Figure 1 shows the structural type of the FPDEG prototype. The working process of the prototype includes two stages: starting stage and operating stage. At the starting stage, the linear motor as a motor provides the starting energy for the system and the mixture in the two cylinders is compressed alternately; in the meantime, the fuel injection system injects diesel under the control signal. At the operating stage, the linear motor works no longer as a motor, but as a generator through cutting the magnetic field of the linear motor to produce electromotive force. At this point, the right and left cylinders alternately complete the ignition and combustion progress and the explosion pressure generated from one cylinder will push the actuator to compress the opposite cylinder.

The motion characteristics of the FPDEG are determined by the pressure, friction, and electromagnetic resistance in two cylinders. Making a contrast between the FPDEG and the traditional diesel engine, the FPDEG’s piston displacement, velocity, and acceleration curves have significant changes. Hence, the CFD modeling of the FPDEG is impossible to follow the CFD modeling method of the traditional diesel engine completely.

Figure 2 shows the iterative calculation schematic diagram [30]. Through the dynamic modeling and the iterative calculation of the coupled gas exchange and combustion, the displacement curve of the FPDEG can be obtained. Then, the 3D CFD model of the FPDEG can be established using the calculated piston motion law of the FPDEG. In order to improve the calculation accuracy, the displacement curve should be made into a readable data file to find the position of the piston in the cylinder.

The prototype was completed by motor selection, engine design, subsystem design, processing, assembly, debugging, and adjustment. HCCI combustion can be achieved by early in-cylinder injection. The detailed piston displacement curve calculation process of the FPDEG prototype can be realized using the iterative calculation method shown in Figure 2, and the mesh generation of the prototype chamber was executed using the real-time grid processing technology [31]. In the process of importing the geometric model, the features of the geometric model were preserved precisely to generate the structured regular grid. When the grid density changed, the topology remained the same, which improved the calculation accuracy. The number of grids would have a real-time change during simulation, and the maximum number of grids was 1340888.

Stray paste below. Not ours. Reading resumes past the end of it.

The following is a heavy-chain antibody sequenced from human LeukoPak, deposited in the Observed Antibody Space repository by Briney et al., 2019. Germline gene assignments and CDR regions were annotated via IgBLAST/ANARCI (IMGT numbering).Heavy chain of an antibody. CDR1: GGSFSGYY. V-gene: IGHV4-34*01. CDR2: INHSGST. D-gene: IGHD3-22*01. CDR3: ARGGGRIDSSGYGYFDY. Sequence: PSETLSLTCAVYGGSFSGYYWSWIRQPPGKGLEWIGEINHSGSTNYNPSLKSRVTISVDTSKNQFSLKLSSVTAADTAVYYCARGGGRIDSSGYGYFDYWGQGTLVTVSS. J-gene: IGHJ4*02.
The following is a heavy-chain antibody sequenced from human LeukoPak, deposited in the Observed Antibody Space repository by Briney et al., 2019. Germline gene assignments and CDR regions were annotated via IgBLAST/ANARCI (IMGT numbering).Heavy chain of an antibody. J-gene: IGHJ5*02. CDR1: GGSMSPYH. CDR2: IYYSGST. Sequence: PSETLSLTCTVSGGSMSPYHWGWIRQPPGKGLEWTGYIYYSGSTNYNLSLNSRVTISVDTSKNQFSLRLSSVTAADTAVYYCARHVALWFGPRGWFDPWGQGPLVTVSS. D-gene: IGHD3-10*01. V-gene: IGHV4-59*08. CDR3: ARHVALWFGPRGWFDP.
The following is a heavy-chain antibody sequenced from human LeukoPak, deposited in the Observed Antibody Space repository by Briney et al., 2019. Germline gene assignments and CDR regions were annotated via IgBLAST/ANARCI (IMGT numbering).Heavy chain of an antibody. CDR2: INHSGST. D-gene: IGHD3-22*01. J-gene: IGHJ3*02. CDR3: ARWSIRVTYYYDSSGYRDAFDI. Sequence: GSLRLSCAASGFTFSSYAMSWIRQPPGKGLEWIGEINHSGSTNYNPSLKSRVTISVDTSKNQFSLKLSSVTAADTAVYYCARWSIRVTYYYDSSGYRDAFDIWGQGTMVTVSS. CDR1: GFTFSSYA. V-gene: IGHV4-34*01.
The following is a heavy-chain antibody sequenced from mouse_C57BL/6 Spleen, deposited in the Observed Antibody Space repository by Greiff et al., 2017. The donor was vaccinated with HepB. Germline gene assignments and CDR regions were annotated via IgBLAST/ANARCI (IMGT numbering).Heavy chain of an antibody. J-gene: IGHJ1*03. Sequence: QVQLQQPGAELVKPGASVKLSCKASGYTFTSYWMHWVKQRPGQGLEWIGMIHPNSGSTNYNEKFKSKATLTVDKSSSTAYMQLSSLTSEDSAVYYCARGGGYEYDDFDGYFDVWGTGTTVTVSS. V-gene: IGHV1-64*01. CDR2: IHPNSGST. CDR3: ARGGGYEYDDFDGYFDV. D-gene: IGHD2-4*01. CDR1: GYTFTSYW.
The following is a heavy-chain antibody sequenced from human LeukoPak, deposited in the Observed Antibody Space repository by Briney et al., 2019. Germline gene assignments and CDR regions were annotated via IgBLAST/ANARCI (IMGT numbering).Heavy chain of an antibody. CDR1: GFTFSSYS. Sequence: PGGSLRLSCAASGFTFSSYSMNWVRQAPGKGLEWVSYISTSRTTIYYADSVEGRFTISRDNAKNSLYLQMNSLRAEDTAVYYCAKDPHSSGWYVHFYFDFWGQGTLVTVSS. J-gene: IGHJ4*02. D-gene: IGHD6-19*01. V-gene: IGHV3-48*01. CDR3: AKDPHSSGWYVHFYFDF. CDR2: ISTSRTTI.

In addition, a detailed diesel fuel mechanism (*n*-heptane-*n*-butanol, 76 species) developed by Hu Wang’s team [28] was integrated in the simulation model of the FPDEG prototype. Wang’s mechanism had been validated on HCCI combustion with different volume fractions of *n*-heptane and *n*-butanol. The extended Zel’dovich NO_{x} mechanism was integrated in the emission model to calculate the NO_{x} mass. In the meantime, the Hiroyasu-NSC model was introduced as a submodel of the emission model to calculate the total soot mass [32–35].